With the dog days of summer around the corner, it’s imperative to take steps to keep your dog cool. Most likely, with the pleasant outdoor weather approaching, you’ll be looking forward to spending more time in the great outdoors in company of your canine companion. When you are both out in the sunshine having fun, it’s sometimes easy to forget about implementing some important precautions. This guide will provide some important tips to help Oliver cool off, while keeping him safe from the risk of becoming a victim of some serious heat-related illnesses.
Protecting your Dog from the Rays
Most likely you’ll be slathering a nice dose of sunscreen on your skin to protect yourself from the harmful effects of the sun rays, but what about your dog? Dogs are vulnerable to sunburn too, especially white or light-colored dogs and dogs with little or no hair. The most vulnerable areas are the dog’s ear tips, muzzle and abdominal area. Luckily, there are ways you can protect your dog from the effects of the sun. Provide your dog with shady areas he can retreat to, and protect his skin with sun block. Yes, dogs can use sun block too, but it needs to be specifically a type specifically formulated for them so to protect them from potential toxicity. Veterinarian Janet Tobiassen Crosby recommends using the only FDA approved sunscreen made for dogs: the Epi-pet Sun Protector.
Protecting your Dog from Hot Pavement
When we walk our dogs, it’s easy to forget about the effects of walking on hot pavement. While we protect our feet with shoes, poor Oliver is left with nothing to protect his poor paws. Burns and blisters may easily form when dogs are walked on hot asphalt. This may lead to limping, loose flaps of skin on the paw pads, blisters and reddened, ulcerated areas. The best guideline is to avoid walking your dog on asphalt, sand or metal surfaces. Grassy areas are preferable. According to Country Doctor Veterinarian Clinic, for minor burns, you can apply antibacterial wash protected with a loose bandage.
Protecting your Dog from Heatstroke
Unable to sweat as humans do, dogs are more vulnerable to heat-related illnesses. While panting may normally be an efficient way to cool down, things can get critical when the heat is excessive or your dog is a breed predisposed to overheating. In particular, you want to pay attention to high humidity levels. Your dog pants to allow moisture to evaporate through his lungs, but when humidity levels are too high, he may be unable to efficiently cool himself which quickly leads to overheating and a dangerously high internal temperature, explains veterinarian Dr. Barry Kellogg.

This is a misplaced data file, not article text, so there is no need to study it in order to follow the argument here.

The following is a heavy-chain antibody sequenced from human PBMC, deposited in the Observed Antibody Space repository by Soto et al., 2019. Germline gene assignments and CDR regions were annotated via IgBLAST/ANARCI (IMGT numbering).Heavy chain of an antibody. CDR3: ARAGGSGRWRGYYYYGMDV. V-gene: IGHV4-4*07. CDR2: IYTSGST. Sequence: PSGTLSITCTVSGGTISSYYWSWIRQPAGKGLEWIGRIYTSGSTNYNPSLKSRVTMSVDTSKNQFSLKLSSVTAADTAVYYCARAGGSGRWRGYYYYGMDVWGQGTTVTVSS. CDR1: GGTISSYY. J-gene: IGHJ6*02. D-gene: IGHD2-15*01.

Dogs with heavy double-coats or breeds of dogs bred to live in cold climates such as the huskies, malamutes and American Eskimos may not tolerate the heat well. Older dogs, obese dogs and very young dogs may struggle as well. Breeds with short pushed-in faces such as boxers, pugs and English bulldogs are very susceptible to the effects of overheating. The best way to protect dogs from heatstroke is by avoiding exposure to predisposing situations. This means avoiding overexercising dogs when it’s hot outside, keeping your dog inside air-conditioned rooms, never leaving your dog in the car even if only for a handful of minutes and even with the windows cracked open, and providing always shade and access to cool water.
Recognizing Signs of Trouble
When you are out having fun with your dog, you may not notice right away the signs of trouble indicating your dog is overheating and risking heat stroke. Sometimes, even when you take precautions in protecting your dog, overheating can happen quickly. Being aware of potential signs of trouble can really make a difference in the outcome of the situation. Signs of trouble include: noisy breathing, excessive panting, rapid heartbeat, profuse salivation, vomiting, bright red gums, pinpoint hemorrhages on the skin or gums, skin bruising, dizziness, weakness, and ultimately, collapse and coma when not treated promptly.
Taking your dog’s temperature can also be a good indicator of your dog’s health status. A normal dog’s temperature is 101 to 102.5. Temperatures over 102.5, but lower than 105, are a sign of mild heat illness which may be treated by cooling the dog down through exposure to a fan, rest, access to fresh water and close observation, explains veterinarian Debra Primovic. Applying cold towels to the neck, head and chest area may also be helpful. In the case of temperatures between 105 and 107 degrees immediate hospitalization and aggressive therapy is necessary. A veterinarian visit is important for both mild and severe cases to ensure the dog is recovering fine and to prevent the onset of complications.